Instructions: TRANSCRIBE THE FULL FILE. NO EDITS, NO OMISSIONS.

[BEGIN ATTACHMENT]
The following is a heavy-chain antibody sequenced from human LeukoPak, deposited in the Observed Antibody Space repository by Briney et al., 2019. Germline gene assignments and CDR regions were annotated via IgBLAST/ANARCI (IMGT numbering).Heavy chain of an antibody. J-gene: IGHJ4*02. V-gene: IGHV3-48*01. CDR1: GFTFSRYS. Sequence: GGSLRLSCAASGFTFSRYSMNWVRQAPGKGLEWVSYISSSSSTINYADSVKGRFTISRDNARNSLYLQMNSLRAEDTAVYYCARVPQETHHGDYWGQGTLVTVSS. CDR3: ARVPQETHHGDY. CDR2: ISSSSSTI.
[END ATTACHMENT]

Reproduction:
The following is a heavy-chain antibody sequenced from human LeukoPak, deposited in the Observed Antibody Space repository by Briney et al., 2019. Germline gene assignments and CDR regions were annotated via IgBLAST/ANARCI (IMGT numbering).Heavy chain of an antibody. J-gene: IGHJ4*02. V-gene: IGHV3-48*01. CDR1: GFTFSRYS. Sequence: GGSLRLSCAASGFTFSRYSMNWVRQAPGKGLEWVSYISSSSSTINYADSVKGRFTISRDNARNSLYLQMNSLRAEDTAVYYCARVPQETHHGDYWGQGTLVTVSS. CDR3: ARVPQETHHGDY. CDR2: ISSSSSTI.